Genes and Athletes

Our genetic make-up in many ways dictates our abilities and pre-determines some strengths and weaknesses. Sports performance, in specific, is influenced by our muscular strength, skeletal structure, the elasticity of our tendons, and the sizes of our heart and lungs. Genes also affect our body mass, whose interaction with other anatomical and physiological processes determines training and growth response of our muscles. Bone density and shape are also factors that influence athletic performance.

Even some our hormonal responses and receptors in the body have genetic differences that influence our endocrine response. Some of these interactions can manifest as differences in strength.

Our bodies have three muscle fiber types. We have fibers that are slow and oxidative, meaning they require lots of oxygen and are mostly used for marathon type workouts. The second type are fibers that are fast oxidative, which use a combination of anaerobic and aerobic metabolism to work. The last type is fast glycolytic, which don’t make use of oxygen in order to carry out work. These are extremely fast and are mostly used in sprints, or quick duration exercises. Our genes initially say which fibers will mostly compose our bodies, though with time and training, the proportion can be shifted. Those who enjoy a majority of slow oxidative fibers have an advantage in sports such as marathon running. Others whose bodies are mostly composed of fast glycolytic fibers are predisposed to excel in sports such as weightlifting.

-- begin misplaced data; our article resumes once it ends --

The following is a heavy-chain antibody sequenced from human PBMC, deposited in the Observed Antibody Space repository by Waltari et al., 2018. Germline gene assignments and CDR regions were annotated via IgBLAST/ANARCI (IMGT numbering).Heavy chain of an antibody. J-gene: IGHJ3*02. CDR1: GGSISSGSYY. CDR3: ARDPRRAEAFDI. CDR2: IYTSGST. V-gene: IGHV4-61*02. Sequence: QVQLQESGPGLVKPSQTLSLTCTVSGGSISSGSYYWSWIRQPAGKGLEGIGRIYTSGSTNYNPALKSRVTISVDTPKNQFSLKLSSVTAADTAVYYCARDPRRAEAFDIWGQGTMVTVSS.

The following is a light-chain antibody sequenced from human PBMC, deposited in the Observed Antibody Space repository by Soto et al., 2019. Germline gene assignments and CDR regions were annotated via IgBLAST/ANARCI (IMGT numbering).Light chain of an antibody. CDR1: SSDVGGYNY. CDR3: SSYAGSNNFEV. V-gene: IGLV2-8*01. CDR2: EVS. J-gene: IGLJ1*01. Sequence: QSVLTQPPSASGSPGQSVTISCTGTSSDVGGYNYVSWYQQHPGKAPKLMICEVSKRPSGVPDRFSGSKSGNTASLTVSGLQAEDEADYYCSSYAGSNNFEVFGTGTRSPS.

The redder the muscle, the more mitochondria is has, meaning a higher oxidative capacity. The white muscles have greater aerobic capacity.

The redder the muscle, the more mitochondria is has, meaning a higher oxidative capacity. The white muscles have greater aerobic capacity.

Genetic factors also have a say in the recovery process. The ratio of certain nucleotides, which make up our genes affects the collagen in our tendons. These differences are the reason why some people are likelier to suffer certain injuries, or not.

 Recovery takes time and the length and process is different for everyone.

Recovery takes time and the length and process is different for everyone.

Our genes are what makes us all different and why training cannot be generalized. Keep this in mind as you progress through your fitness journey. This is also why training at The Ark is one of the best decisions you could make. Our coaches tailor workouts to fit individual abilities so that everyone is capable of showing improvement and reaching their goals.